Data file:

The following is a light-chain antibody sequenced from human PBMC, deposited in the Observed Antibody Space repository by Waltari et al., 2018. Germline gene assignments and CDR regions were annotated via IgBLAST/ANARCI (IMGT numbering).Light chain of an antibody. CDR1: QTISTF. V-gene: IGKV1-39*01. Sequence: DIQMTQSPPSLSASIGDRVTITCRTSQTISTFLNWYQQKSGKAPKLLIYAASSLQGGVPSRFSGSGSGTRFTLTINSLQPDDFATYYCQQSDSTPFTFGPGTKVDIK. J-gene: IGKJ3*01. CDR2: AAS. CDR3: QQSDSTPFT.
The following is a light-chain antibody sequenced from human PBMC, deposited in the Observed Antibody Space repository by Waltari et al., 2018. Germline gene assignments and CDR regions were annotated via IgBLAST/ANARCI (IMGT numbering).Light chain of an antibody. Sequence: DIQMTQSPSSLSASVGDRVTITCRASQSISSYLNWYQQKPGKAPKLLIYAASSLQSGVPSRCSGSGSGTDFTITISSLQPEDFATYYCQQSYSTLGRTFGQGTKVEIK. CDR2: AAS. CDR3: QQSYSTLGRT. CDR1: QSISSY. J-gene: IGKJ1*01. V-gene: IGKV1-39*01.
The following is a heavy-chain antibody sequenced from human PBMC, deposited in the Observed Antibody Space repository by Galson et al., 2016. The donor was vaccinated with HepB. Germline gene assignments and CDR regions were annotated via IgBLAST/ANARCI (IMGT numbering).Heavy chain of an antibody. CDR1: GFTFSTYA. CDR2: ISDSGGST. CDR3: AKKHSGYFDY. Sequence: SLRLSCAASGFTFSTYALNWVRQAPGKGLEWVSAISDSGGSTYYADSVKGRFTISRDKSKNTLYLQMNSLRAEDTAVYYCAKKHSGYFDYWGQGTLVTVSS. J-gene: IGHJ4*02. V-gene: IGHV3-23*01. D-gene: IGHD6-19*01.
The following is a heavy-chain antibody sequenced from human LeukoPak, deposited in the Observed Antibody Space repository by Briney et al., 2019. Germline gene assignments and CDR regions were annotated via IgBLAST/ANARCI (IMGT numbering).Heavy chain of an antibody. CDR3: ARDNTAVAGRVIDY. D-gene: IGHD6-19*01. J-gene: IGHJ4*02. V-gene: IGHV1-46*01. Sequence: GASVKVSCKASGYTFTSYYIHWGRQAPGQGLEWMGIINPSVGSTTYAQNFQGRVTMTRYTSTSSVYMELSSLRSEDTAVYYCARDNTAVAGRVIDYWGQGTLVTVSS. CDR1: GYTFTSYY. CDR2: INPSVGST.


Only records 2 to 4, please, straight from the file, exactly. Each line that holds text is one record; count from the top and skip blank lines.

The following is a light-chain antibody sequenced from human PBMC, deposited in the Observed Antibody Space repository by Waltari et al., 2018. Germline gene assignments and CDR regions were annotated via IgBLAST/ANARCI (IMGT numbering).Light chain of an antibody. Sequence: DIQMTQSPSSLSASVGDRVTITCRASQSISSYLNWYQQKPGKAPKLLIYAASSLQSGVPSRCSGSGSGTDFTITISSLQPEDFATYYCQQSYSTLGRTFGQGTKVEIK. CDR2: AAS. CDR3: QQSYSTLGRT. CDR1: QSISSY. J-gene: IGKJ1*01. V-gene: IGKV1-39*01.
The following is a heavy-chain antibody sequenced from human PBMC, deposited in the Observed Antibody Space repository by Galson et al., 2016. The donor was vaccinated with HepB. Germline gene assignments and CDR regions were annotated via IgBLAST/ANARCI (IMGT numbering).Heavy chain of an antibody. CDR1: GFTFSTYA. CDR2: ISDSGGST. CDR3: AKKHSGYFDY. Sequence: SLRLSCAASGFTFSTYALNWVRQAPGKGLEWVSAISDSGGSTYYADSVKGRFTISRDKSKNTLYLQMNSLRAEDTAVYYCAKKHSGYFDYWGQGTLVTVSS. J-gene: IGHJ4*02. V-gene: IGHV3-23*01. D-gene: IGHD6-19*01.
The following is a heavy-chain antibody sequenced from human LeukoPak, deposited in the Observed Antibody Space repository by Briney et al., 2019. Germline gene assignments and CDR regions were annotated via IgBLAST/ANARCI (IMGT numbering).Heavy chain of an antibody. CDR3: ARDNTAVAGRVIDY. D-gene: IGHD6-19*01. J-gene: IGHJ4*02. V-gene: IGHV1-46*01. Sequence: GASVKVSCKASGYTFTSYYIHWGRQAPGQGLEWMGIINPSVGSTTYAQNFQGRVTMTRYTSTSSVYMELSSLRSEDTAVYYCARDNTAVAGRVIDYWGQGTLVTVSS. CDR1: GYTFTSYY. CDR2: INPSVGST.